On Tuesday 27 April 2010 11.17:42 Cédric Villemain wrote:
> > Anyone had this kind of design problem and how did you solve it?
> store your files in a filesystem, and keep the path to the file (plus
> metadata, acl, etc...) in database.
... and be careful that db and file storage do not go out of sync.
But if files are ever only added and possibly removed (but never changed),
this is not too hard:
* be sure to commit db transaction only after file has been written to disk
(use fsync or similar to be sure!) (For file deletions: first delete db
metadata, then delete the file.)
* be sure to detect failed writes and abort the db transaction or otherwise
properly handle errors while storing the file.
* occasionally run a clean-up to remove files that were written to
filesystem where the db metadata was not stored. Should be a rare case but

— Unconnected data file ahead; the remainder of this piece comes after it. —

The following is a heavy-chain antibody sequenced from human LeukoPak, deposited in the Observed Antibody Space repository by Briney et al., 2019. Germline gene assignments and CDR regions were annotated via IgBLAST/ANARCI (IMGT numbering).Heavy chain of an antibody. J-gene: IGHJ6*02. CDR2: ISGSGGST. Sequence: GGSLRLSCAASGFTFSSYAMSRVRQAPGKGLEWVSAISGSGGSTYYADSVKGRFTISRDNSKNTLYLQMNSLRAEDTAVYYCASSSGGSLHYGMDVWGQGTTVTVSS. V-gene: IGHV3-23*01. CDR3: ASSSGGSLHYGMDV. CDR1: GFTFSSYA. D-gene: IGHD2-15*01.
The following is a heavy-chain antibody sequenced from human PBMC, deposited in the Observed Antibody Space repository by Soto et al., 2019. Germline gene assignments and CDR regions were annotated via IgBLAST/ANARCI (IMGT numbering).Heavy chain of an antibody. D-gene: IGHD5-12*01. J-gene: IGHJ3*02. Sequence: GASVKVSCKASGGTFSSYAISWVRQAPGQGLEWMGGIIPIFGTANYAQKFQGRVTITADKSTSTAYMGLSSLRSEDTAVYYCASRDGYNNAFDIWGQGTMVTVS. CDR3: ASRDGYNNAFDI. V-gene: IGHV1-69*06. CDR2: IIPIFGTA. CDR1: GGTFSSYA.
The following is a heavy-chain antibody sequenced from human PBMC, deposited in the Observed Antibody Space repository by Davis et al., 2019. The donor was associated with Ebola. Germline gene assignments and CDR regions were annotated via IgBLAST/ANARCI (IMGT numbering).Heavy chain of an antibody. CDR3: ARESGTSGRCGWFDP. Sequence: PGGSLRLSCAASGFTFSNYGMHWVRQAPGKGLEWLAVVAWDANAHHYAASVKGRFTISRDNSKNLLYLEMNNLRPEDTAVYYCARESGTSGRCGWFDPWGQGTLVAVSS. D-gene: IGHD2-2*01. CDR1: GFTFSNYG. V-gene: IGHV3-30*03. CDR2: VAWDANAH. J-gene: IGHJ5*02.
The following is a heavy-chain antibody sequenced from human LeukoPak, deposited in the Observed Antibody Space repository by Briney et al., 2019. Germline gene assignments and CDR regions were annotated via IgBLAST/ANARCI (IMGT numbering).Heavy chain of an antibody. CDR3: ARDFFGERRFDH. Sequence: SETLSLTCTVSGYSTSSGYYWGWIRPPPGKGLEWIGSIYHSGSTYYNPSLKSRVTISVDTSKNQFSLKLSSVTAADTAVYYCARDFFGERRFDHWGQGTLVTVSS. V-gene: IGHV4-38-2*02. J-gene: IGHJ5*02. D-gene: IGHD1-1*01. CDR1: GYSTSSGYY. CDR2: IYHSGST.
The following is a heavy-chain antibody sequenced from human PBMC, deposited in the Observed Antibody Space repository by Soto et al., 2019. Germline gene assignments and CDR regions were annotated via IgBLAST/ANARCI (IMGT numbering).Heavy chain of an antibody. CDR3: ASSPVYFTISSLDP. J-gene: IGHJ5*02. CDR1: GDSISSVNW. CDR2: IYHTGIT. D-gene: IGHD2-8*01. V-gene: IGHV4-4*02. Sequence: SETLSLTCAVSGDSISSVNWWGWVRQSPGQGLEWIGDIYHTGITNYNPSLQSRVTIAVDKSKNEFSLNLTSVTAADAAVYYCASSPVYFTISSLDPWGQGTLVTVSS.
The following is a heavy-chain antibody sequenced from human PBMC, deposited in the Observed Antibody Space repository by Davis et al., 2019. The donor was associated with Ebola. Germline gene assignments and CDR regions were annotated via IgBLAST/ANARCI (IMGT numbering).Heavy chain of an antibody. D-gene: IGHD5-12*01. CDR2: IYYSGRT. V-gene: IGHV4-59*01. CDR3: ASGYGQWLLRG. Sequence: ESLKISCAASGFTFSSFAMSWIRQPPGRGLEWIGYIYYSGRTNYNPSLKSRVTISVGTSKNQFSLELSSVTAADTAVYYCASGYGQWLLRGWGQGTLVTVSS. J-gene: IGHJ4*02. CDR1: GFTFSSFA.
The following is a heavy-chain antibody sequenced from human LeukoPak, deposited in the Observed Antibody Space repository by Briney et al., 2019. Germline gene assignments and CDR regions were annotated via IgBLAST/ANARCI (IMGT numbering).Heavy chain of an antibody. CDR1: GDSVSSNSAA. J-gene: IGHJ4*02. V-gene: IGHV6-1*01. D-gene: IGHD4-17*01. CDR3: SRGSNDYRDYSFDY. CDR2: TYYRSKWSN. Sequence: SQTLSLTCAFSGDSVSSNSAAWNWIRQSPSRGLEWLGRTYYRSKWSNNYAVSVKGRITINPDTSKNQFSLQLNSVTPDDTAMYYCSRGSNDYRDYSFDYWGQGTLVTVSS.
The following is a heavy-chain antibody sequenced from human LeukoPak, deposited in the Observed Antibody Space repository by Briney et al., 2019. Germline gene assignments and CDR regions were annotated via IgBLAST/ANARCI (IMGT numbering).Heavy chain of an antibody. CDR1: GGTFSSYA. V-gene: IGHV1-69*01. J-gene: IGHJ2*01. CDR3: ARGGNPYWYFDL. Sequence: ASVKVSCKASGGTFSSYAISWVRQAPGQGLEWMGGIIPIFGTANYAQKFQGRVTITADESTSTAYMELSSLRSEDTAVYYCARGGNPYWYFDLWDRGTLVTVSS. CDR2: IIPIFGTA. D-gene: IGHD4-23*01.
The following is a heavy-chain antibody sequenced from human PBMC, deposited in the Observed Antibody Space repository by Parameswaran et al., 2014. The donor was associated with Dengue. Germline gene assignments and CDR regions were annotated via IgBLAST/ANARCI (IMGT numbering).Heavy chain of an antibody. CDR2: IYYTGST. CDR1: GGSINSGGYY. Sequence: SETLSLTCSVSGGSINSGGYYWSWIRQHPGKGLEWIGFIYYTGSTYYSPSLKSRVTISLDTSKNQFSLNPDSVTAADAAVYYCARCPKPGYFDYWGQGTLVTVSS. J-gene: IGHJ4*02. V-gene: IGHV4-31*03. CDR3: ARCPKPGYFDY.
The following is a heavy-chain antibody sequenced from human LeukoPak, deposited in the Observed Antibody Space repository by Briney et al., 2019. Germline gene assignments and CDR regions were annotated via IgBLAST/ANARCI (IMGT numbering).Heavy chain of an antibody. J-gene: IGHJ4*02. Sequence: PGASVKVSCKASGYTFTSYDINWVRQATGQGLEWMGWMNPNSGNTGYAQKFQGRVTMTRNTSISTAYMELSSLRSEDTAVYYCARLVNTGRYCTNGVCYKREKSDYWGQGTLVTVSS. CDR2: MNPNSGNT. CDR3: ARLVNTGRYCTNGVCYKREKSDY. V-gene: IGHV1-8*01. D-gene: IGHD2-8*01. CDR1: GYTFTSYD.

it probably will happen.
PostgreSQL support 2PC (PREPARE and then COMMIT as separate steps); you may
want to use this (PREPARE database transaction, then do filesystem
operations. If filessystem operation fails, you cann ROLLBACK the db
connection, otherwise COMMIT.) That way, you don't lose transactional
Backup requires some more thought. I guess you could use some kind of
volume management to get filesysstem snapshots, but you have to be sure the
fs snapshot reflects the point in time when the database backup was made.
Depending on load / availability requirements you may get away with stopping
data modification at the application level for a few seconds until the db
backup has started and the filesystem snapshot has been created.
featured product: PostgreSQL - http://postgresql.org
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